Concept 3

Short Form:

“To insure effective leadership, we should endow each element of A.A.—the Conference, the General Service Board and its service corporations, staffs, committees, and executives—with a traditional “Right of Decision.””

Long Form:

As a traditional means of creating and maintaining a clearly defined working relation between the groups, the Conference, the A.A. General Service Board and its several service corporations, staffs, committees and executives, and of thus insuring their effective leadership, it is here suggested that we endow each of these elements of world service with a traditional “Right of Decision.”

Principle of the Concept:


One Thing You Need To Know:

Trusted Servants Have a Right of Decision

Trusted Servants Have a Right of Decision

There will be times where we’ll need to trust our trusted servants to make decisions without a group or service entities approval.  Concept 1 & Concept 2 by themselves cannot ensure smooth operation of A.A. business.  There will be times that full facts (additional background information) and debate not available to groups, will help further inform our trusted servants and their decisions (and their votes on our behalf).

Those decisions may ultimately differ from original consciences’s given to  them when we ask them to vote on our behalf – but those differently made decisions are vital in allowing them to be more than mere messengers.  They have a brain, let’s let them use it.

from Twelve Concepts of World Service Illustrated

A background for this Concept, you should be familiar with the Conference Charter and the Bylaws of the General Service Board, both of which are found in The A.A. Service Manual. For, except for the specific directions in these documents, every trusted servant and every A.A. entity — at all levels of service — has the right “to decide . . . how they will interpret and apply their own authority and responsibility to each particular problem or situation as it arises.” That is, they can “decide which problems they will dispose of themselves and upon which matters they will report, consult, or ask specific directions.” This is “the essence of ‘The Right of Decision.’”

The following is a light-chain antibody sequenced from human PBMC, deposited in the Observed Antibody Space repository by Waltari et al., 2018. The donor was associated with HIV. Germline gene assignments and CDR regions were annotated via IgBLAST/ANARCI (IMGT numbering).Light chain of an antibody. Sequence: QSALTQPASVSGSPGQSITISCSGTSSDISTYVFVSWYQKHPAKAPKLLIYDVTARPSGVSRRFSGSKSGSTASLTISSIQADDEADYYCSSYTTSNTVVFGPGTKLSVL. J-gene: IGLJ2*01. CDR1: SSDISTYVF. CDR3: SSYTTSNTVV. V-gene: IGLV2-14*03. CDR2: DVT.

But this right also means the Fellowship must have trust in its “trusted servants.” If the groups instruct their G.S.R.s rather than giving them a “Right of Decision,” then the area conference is hamstrung. If the G.S.R.s instruct the area delegates rather than giving them a “Right of Decision,” then the General Service Conference is hamstrung. As Bill points out, “our Conference delegates are primarily the servants of A.A. as they should . . . cast their votes . . . according to the best dictates of their own judgment and conscience at that time.”

Similarly, if the General Service Board, acting through its subsidiary boards, “were to attempt to manage” the General Service Office and the A.A. Grapevine “in detail, then . . . the staff members . . . would quickly become demoralized; they would be turned into buck-passers and rubber stamps; their choice would be to rebel and resign, or to submit and rot.”

Bill warns against using “The Right of Decision” as an excuse for failure to make the proper reports of actions taken; or for exceeding a clearly defined authority; or for failing to consult the proper people before making an important decision. But he concludes: “Our entire A.A. program rests squarely upon the principle of mutual trust. We trust God, we trust A.A., and we trust each other.”

The text above is an excerpt from the A.A. conference approved pamphlet (P8) The Twelve Concepts for World Service Illustrated. Download your own copy of the full pamphlet.


  1. Do we understand what is meant by the “Right of Decision”? Do we grant it at all levels of service or do we “instruct”?
  2. Do we trust our trusted servants — G.S.R., D.C.M., area delegate, the Conference itself?

This checklist offered as part of Service Material from the General Service Office (SMF-91).  Download your copy of the complete checklist.